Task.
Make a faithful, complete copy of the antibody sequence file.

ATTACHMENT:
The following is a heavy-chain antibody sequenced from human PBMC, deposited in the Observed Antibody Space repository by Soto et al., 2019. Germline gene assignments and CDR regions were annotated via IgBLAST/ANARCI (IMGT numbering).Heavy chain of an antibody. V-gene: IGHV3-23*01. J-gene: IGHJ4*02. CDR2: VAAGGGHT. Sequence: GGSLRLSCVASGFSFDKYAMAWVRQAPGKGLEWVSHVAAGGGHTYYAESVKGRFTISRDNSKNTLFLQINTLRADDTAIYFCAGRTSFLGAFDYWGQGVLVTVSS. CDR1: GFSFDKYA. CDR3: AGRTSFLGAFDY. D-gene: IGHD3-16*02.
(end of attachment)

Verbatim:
The following is a heavy-chain antibody sequenced from human PBMC, deposited in the Observed Antibody Space repository by Soto et al., 2019. Germline gene assignments and CDR regions were annotated via IgBLAST/ANARCI (IMGT numbering).Heavy chain of an antibody. V-gene: IGHV3-23*01. J-gene: IGHJ4*02. CDR2: VAAGGGHT. Sequence: GGSLRLSCVASGFSFDKYAMAWVRQAPGKGLEWVSHVAAGGGHTYYAESVKGRFTISRDNSKNTLFLQINTLRADDTAIYFCAGRTSFLGAFDYWGQGVLVTVSS. CDR1: GFSFDKYA. CDR3: AGRTSFLGAFDY. D-gene: IGHD3-16*02.